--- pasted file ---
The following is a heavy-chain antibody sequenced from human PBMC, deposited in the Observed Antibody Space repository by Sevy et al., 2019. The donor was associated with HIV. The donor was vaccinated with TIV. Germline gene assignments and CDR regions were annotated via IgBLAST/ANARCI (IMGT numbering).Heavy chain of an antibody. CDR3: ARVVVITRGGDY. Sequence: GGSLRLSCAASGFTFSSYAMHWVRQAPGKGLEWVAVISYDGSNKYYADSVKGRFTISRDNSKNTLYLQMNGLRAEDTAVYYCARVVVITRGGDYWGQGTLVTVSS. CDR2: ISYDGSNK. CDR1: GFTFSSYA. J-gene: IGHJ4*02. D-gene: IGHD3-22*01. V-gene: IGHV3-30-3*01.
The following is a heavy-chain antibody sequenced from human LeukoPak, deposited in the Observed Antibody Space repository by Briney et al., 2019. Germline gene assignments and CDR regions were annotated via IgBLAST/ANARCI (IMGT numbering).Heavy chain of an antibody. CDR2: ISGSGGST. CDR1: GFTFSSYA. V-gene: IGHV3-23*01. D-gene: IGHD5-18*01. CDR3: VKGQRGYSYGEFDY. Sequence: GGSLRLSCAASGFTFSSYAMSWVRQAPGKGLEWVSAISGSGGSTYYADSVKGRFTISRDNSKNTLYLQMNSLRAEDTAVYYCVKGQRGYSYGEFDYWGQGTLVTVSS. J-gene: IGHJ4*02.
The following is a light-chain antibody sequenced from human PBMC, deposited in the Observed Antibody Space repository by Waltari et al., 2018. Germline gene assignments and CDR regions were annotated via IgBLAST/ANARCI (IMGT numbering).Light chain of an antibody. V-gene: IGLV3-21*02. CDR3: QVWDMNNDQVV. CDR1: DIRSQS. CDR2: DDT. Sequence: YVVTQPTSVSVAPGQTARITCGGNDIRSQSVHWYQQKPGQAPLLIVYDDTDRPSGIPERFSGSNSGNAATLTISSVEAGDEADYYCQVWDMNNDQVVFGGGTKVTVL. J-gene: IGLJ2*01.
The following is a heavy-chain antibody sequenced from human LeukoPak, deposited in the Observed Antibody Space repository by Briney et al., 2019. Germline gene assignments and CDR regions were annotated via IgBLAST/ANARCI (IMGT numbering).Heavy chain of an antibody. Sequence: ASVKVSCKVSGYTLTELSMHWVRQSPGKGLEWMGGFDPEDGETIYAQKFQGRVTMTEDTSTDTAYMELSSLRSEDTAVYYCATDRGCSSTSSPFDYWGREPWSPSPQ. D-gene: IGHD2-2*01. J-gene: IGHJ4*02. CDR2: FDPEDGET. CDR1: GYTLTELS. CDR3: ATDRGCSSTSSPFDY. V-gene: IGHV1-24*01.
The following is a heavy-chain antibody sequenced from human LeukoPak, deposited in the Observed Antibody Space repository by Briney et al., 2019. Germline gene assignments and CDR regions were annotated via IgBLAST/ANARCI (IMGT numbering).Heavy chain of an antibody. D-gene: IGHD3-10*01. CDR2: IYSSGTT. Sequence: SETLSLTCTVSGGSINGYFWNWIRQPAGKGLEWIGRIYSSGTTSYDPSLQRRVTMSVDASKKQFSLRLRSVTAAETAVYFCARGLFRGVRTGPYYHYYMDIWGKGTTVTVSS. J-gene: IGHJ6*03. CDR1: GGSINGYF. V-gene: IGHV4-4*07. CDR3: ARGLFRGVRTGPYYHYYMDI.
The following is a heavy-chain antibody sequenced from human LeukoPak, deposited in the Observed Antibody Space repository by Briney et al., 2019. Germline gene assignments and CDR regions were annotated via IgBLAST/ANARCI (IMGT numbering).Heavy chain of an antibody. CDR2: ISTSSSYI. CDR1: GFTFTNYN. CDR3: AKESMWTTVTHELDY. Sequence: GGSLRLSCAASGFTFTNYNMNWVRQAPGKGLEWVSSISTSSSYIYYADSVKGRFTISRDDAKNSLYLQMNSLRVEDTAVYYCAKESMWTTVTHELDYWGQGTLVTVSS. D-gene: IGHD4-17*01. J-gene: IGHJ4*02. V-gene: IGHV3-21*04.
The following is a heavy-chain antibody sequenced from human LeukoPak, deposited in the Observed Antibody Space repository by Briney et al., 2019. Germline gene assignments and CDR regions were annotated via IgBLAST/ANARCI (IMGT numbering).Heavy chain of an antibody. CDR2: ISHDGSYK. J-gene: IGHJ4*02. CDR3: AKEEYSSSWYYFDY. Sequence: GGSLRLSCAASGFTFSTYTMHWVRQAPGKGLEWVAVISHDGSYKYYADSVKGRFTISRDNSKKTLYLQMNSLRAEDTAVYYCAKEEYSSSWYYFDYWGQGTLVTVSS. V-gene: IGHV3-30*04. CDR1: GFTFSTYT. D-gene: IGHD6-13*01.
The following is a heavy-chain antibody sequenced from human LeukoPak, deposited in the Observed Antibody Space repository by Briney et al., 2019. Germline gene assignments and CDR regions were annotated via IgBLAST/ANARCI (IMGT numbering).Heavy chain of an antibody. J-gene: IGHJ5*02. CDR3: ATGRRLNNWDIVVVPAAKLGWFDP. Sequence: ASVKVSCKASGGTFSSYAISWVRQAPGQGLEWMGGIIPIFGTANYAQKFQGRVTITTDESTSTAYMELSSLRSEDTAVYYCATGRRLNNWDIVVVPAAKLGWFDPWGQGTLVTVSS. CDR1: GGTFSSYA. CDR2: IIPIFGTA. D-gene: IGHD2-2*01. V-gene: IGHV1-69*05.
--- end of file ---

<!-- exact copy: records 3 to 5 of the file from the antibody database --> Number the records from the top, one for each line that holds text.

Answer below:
The following is a light-chain antibody sequenced from human PBMC, deposited in the Observed Antibody Space repository by Waltari et al., 2018. Germline gene assignments and CDR regions were annotated via IgBLAST/ANARCI (IMGT numbering).Light chain of an antibody. V-gene: IGLV3-21*02. CDR3: QVWDMNNDQVV. CDR1: DIRSQS. CDR2: DDT. Sequence: YVVTQPTSVSVAPGQTARITCGGNDIRSQSVHWYQQKPGQAPLLIVYDDTDRPSGIPERFSGSNSGNAATLTISSVEAGDEADYYCQVWDMNNDQVVFGGGTKVTVL. J-gene: IGLJ2*01.
The following is a heavy-chain antibody sequenced from human LeukoPak, deposited in the Observed Antibody Space repository by Briney et al., 2019. Germline gene assignments and CDR regions were annotated via IgBLAST/ANARCI (IMGT numbering).Heavy chain of an antibody. Sequence: ASVKVSCKVSGYTLTELSMHWVRQSPGKGLEWMGGFDPEDGETIYAQKFQGRVTMTEDTSTDTAYMELSSLRSEDTAVYYCATDRGCSSTSSPFDYWGREPWSPSPQ. D-gene: IGHD2-2*01. J-gene: IGHJ4*02. CDR2: FDPEDGET. CDR1: GYTLTELS. CDR3: ATDRGCSSTSSPFDY. V-gene: IGHV1-24*01.
The following is a heavy-chain antibody sequenced from human LeukoPak, deposited in the Observed Antibody Space repository by Briney et al., 2019. Germline gene assignments and CDR regions were annotated via IgBLAST/ANARCI (IMGT numbering).Heavy chain of an antibody. D-gene: IGHD3-10*01. CDR2: IYSSGTT. Sequence: SETLSLTCTVSGGSINGYFWNWIRQPAGKGLEWIGRIYSSGTTSYDPSLQRRVTMSVDASKKQFSLRLRSVTAAETAVYFCARGLFRGVRTGPYYHYYMDIWGKGTTVTVSS. J-gene: IGHJ6*03. CDR1: GGSINGYF. V-gene: IGHV4-4*07. CDR3: ARGLFRGVRTGPYYHYYMDI.